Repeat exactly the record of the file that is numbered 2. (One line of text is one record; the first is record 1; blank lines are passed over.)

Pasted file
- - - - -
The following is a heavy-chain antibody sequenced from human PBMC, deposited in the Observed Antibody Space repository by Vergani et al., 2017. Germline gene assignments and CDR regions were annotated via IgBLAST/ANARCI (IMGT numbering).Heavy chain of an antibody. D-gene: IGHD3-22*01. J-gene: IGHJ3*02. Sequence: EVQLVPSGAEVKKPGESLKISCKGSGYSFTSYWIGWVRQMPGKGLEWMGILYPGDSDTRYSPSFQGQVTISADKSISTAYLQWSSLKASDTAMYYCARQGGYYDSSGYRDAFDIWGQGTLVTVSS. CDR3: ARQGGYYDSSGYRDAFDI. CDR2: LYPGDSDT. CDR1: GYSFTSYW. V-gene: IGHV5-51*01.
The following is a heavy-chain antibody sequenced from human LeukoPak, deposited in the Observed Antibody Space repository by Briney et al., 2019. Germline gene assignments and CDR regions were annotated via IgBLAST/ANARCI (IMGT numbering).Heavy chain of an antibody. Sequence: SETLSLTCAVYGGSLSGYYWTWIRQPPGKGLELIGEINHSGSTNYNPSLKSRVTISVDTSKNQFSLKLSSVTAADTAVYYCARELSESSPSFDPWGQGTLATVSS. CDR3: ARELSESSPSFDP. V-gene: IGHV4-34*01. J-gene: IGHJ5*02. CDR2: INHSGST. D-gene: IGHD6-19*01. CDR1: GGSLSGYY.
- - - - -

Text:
The following is a heavy-chain antibody sequenced from human LeukoPak, deposited in the Observed Antibody Space repository by Briney et al., 2019. Germline gene assignments and CDR regions were annotated via IgBLAST/ANARCI (IMGT numbering).Heavy chain of an antibody. Sequence: SETLSLTCAVYGGSLSGYYWTWIRQPPGKGLELIGEINHSGSTNYNPSLKSRVTISVDTSKNQFSLKLSSVTAADTAVYYCARELSESSPSFDPWGQGTLATVSS. CDR3: ARELSESSPSFDP. V-gene: IGHV4-34*01. J-gene: IGHJ5*02. CDR2: INHSGST. D-gene: IGHD6-19*01. CDR1: GGSLSGYY.